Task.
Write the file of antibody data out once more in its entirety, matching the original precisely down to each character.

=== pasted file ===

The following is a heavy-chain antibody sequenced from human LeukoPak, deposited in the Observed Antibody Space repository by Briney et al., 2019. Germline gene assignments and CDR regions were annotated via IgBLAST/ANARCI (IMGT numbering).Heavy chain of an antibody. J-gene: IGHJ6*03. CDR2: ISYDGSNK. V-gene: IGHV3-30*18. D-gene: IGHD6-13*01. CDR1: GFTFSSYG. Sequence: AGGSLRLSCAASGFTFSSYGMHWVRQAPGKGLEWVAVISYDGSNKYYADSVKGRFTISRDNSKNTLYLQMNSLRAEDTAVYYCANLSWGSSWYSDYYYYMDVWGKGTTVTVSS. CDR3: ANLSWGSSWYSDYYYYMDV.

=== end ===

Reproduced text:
The following is a heavy-chain antibody sequenced from human LeukoPak, deposited in the Observed Antibody Space repository by Briney et al., 2019. Germline gene assignments and CDR regions were annotated via IgBLAST/ANARCI (IMGT numbering).Heavy chain of an antibody. J-gene: IGHJ6*03. CDR2: ISYDGSNK. V-gene: IGHV3-30*18. D-gene: IGHD6-13*01. CDR1: GFTFSSYG. Sequence: AGGSLRLSCAASGFTFSSYGMHWVRQAPGKGLEWVAVISYDGSNKYYADSVKGRFTISRDNSKNTLYLQMNSLRAEDTAVYYCANLSWGSSWYSDYYYYMDVWGKGTTVTVSS. CDR3: ANLSWGSSWYSDYYYYMDV.